When ABC News and the Washington Post tout headlines with the word “debt” in them, the topic is usually the federal government’s debt. Last week, CNN and USA Today and every other major news outlet in the nation were talking about another kind of debt.
This time, it was personal.
These news outlets were citing the same disturbing study from the Urban Institute, a nonpartisan think tank in Washington, D.C., that concluded…
Roughly 77 million Americans, or 35 percent of adults with a credit file, have a report of debt in collections. These adults owe an average of $5,178.
These numbers mean that one out of every three American adults with a credit history is more than 180 days past due on their debts — which includes everything except mortgages. That ranges from big-ticket debt like car loans and credit card balances to minor items like parking tickets and library fines.
Here are my conclusions from the news, from the perspective of a debt expert…
1. Student loan debt is the next big news
The Urban Institute’s initial report was thorough and too long to sum up here. However, the institute acknowledges it has yet to break down the debt by category and will do so in a future report. When it does, my hunch is: Student loans will explain a huge chunk of that delinquent debt.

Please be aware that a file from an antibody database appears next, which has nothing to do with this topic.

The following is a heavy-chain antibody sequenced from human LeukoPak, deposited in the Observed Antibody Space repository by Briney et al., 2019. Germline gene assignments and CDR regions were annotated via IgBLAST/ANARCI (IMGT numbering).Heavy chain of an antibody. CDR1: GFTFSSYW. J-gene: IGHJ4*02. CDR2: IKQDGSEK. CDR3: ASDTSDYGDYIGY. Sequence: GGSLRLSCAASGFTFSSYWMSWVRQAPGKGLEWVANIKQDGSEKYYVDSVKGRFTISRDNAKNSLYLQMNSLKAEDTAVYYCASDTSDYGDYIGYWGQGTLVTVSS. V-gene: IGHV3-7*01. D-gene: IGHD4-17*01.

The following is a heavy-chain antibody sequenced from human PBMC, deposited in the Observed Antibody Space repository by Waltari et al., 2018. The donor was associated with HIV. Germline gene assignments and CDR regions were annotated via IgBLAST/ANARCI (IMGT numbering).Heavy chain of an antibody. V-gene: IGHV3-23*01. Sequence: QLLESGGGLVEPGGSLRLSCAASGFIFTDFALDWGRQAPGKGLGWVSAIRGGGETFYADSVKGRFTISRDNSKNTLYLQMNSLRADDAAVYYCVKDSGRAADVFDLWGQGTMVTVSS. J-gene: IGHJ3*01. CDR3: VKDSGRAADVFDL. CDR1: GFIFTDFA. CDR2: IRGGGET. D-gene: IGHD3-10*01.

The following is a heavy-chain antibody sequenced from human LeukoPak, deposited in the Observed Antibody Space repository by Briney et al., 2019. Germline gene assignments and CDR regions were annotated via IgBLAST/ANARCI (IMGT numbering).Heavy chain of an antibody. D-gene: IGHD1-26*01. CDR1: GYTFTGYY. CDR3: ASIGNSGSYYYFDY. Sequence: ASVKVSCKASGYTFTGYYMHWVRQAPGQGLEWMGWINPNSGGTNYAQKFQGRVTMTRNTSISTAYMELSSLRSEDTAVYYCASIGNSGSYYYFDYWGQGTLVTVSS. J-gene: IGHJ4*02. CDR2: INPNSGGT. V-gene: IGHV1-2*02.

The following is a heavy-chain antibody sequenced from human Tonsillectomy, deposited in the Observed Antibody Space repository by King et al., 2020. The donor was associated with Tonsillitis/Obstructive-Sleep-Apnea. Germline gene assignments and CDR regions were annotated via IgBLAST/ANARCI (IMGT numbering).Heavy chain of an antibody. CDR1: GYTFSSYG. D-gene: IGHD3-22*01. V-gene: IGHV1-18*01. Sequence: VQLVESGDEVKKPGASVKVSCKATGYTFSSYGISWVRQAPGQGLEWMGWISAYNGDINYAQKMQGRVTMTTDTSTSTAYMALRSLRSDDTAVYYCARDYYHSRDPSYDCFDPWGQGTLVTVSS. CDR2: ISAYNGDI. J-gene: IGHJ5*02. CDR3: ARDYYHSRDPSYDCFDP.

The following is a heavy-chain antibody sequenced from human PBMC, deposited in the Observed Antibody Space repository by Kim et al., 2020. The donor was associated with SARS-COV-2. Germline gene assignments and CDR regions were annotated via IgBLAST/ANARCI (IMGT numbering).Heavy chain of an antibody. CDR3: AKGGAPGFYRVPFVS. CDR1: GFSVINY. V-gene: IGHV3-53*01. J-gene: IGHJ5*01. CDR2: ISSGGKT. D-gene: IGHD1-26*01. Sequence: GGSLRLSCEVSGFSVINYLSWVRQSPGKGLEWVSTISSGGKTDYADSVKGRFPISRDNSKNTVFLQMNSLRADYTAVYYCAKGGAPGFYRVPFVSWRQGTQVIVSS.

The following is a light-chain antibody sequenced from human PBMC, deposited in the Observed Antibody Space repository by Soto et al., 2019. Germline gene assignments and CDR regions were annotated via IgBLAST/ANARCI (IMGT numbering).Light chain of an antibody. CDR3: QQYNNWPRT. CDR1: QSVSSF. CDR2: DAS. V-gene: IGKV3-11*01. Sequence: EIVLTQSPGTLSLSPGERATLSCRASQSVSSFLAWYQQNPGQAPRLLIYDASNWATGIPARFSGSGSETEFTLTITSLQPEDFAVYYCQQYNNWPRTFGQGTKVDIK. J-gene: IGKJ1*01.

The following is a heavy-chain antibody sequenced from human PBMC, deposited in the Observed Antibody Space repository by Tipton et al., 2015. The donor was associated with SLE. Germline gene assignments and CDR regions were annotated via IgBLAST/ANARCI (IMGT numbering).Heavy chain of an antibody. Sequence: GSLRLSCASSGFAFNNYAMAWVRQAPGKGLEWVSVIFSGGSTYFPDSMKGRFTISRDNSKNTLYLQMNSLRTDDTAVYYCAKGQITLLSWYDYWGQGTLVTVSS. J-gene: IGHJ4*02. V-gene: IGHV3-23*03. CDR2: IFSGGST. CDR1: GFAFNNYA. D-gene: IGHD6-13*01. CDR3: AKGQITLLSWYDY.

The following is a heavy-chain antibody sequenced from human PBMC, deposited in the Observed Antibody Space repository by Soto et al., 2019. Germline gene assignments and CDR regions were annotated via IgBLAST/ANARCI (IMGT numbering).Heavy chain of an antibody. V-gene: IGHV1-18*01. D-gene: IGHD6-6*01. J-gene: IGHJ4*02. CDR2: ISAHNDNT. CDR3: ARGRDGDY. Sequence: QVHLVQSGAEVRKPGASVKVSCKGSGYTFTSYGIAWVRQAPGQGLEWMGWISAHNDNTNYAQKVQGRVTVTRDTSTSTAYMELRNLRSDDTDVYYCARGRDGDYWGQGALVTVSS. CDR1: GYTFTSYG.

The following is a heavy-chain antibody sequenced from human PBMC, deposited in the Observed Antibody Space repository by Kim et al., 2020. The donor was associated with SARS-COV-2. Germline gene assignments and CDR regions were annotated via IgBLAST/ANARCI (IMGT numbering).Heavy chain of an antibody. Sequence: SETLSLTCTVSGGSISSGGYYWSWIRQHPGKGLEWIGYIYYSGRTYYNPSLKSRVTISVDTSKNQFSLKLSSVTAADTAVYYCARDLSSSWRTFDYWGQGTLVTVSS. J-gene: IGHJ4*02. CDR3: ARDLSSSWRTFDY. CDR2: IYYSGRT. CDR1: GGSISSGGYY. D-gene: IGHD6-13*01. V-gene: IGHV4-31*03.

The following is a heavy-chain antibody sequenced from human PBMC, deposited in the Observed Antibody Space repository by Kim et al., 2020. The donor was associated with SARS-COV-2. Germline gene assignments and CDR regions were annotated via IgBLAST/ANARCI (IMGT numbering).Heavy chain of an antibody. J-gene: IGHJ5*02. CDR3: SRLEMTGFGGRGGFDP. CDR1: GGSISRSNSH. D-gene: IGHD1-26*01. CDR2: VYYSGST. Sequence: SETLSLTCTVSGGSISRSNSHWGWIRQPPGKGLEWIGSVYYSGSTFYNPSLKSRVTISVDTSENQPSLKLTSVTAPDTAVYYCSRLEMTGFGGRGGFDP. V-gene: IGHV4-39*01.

My hunch was borne out by an unheralded paragraph buried in the middle of a McClatchy report last week…
The Federal Reserve issues a quarterly report on delinquency rates on loans by commercial banks, and the latest, from January through March, shows 2.31 percent of credit card debt is delinquent. That’s lower than what the Urban Institute study shows and suggests that credit cards aren’t the whole story.
With student loan debt at $1.2 trillion and higher than credit card debt, it only makes sense that this will be the next big report from the Urban Institute.
2. Many don’t know they’re in collections
I’ve been counseling debt-stricken Americans for more than two decades, and they usually have two traits in common.
First, they’re strong people who are going against the flow — denying the instant gratification they’re bombarded with in the media because they want to do right by their families.
Second, they often have no idea how bad their finances really are. Seldom do they know their credit score and how it’s calculated. Even in the best of times, many people don’t know if their credit reports have black marks on them because they fail to check themselves or use a credit monitoring service.
So I suspect many — maybe approaching half — of these 77 million Americans have no clue they have a debt that’s so late, it’s been referred to a debt collector. The only way some people realize it is when debt collectors call them — and sometimes harass them.
3. The solution is boring
The Urban Institute put solid research toward a big problem, but the solution isn’t nearly as dramatic. It won’t make for breathless headlines. (My favorite: Deadbeat Nation from ETF Daily News.)
Before this report made mainstream news, financial experts like myself knew bad news like this was coming. It may even get worse before it gets better. But the solutions are already in place. They have been for years.
For all the doom and gloom that spread around the Web last week, I’ll make a bold claim: Most of these delinquent debts could be wiped off the books in five years if those affected knew they had help standing by. That’s why Debt.com exists.